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An umbilic point of a smooth ($C^2$) convex surface in Euclidean 3-space is a point where the principal curvatures are equal. Is there some good way to generalize this notion to convex polyhedra? See this earlier question, specially the comments by Igor Rivin and Ivan Izmestiev for the motivation behind the current question.

First, what do I mean by "good"? Here are some requirements that come to mind (which may be negotiable):

  1. It is not necessary for the notion of umbilic to be defined for all convex polyhedra but it would be enough if it is well-defined for generic polyhedra, or a class of polyhderda which is dense in the space of all convex polyhedra, and possibly open as well.

  2. Each convex polyhedron (or each polyhedron in the generic subclass) should have at least one umbilic point.

  3. It would be better if each polyhedron had at least two umbilics, or otherwise there was a notion of index associated to each umbilic so that the sum of the indices was constant for all polyhedra (in parallel with the index formula for the singularities of a line field on a sphere).

  4. It would be reassuring if there were some convex polyhedra with exactly two umbilics.

  5. (Bonus) Ultimately it would be nice if this notion were stable as a family of convex polyhedra converges to a smooth convex surface, but this can be set aside for now.

Question: Does there exist a notion of umbilic point for convex polyhedra which would satisfy the first four requirements listed above?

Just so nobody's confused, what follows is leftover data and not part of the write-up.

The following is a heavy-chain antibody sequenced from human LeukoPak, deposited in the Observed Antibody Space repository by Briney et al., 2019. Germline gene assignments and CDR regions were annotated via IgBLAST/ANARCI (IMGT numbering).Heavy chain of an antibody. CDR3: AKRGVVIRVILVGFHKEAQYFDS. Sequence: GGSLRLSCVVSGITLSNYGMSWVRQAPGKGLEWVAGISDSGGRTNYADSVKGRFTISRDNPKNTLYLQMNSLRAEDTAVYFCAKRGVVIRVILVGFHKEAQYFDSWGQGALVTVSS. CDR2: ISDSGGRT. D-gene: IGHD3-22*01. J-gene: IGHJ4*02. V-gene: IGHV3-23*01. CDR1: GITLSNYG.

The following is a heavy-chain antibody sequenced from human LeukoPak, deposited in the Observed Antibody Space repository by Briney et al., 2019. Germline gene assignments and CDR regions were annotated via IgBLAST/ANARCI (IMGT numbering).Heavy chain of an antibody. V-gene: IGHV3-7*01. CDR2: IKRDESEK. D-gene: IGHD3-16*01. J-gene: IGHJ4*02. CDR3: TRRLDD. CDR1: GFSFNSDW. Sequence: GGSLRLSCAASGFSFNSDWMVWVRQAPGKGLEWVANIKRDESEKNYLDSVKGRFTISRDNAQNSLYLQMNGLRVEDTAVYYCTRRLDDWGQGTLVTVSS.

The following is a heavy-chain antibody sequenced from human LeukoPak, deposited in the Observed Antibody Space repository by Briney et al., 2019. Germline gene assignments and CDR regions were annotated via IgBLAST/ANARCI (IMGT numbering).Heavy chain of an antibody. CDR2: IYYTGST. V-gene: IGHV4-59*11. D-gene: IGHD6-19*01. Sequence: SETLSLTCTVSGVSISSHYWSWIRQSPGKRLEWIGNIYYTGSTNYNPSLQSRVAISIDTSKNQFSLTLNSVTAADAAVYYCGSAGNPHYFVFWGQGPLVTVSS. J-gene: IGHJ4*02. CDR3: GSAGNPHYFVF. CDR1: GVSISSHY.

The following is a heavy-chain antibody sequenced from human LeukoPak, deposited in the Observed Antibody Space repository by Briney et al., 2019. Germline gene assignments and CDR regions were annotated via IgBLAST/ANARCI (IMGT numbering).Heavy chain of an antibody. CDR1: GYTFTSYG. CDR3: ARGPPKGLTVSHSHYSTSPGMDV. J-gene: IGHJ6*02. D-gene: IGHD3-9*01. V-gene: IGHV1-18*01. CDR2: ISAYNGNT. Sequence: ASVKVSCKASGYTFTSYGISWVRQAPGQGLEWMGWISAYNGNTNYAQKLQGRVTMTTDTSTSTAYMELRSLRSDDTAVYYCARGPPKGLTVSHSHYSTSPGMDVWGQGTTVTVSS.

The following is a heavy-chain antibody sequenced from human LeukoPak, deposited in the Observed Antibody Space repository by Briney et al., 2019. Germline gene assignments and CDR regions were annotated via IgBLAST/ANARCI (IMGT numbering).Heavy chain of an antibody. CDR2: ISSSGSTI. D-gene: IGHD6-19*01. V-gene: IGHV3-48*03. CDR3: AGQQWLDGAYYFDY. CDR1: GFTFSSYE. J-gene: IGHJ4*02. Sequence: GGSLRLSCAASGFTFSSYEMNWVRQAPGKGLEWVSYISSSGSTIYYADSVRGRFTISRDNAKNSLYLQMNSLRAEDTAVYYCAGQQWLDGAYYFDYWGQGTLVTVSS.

As was suggested by Ivan Izmestiev, maybe one should consider the Gauss image around vertices of the polyhedron. More precisely, consider the outward unit normals at the faces around a vertex. These normals form the vertices of a convex spherical polygon whose edges are geodesic arcs which join a pair of normals if and only if those normals correspond to adjacent faces of the polyhedron. So a vertex would be considered umbilic if its spherical image is somehow "circular" or relatively round (as is the case in the smooth case).

Perhaps a useful guide here could be the generalized four vertex theorem for convex (spherical) polygons; see for instance Section 21 of Igor Pak's Lecture Notes and the corresponding papers of Serge Tabachnikov cited there.

I first heard about the question in the title when Brian White asked me that in 2010. My idea back then was to consider the class of convex polyhedra with quadrilateral faces, and define an umbilic point as a vertex with degree different from $4$. It is a simple exercise to show, via Euler's formula, that all convex polyhdera with quadrilateral faces must have at least $8$ umbilics in this sense. The intuition behind this definition was the notion of "circular planar quadrilateral meshes", or "circular nets" which are discrete analogues of principal curvature lines. See for instance the book of Bobenko and Suris. This then was a purely topological candidate, and I did not get much chance to think about it more since then. Perhaps it might be more fruitful to consider geometric alternatives mentioned above, or some kind of a hybrid.

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    $\begingroup$ I see a problem with the degree four vertices. It would be natural to say a degree four vertex is umbilic if its neighborhood is inscribed into a round cone. But then a generic octahedron has no umbilic vertices. $\endgroup$ – Ivan Izmestiev Oct 17 '17 at 5:18

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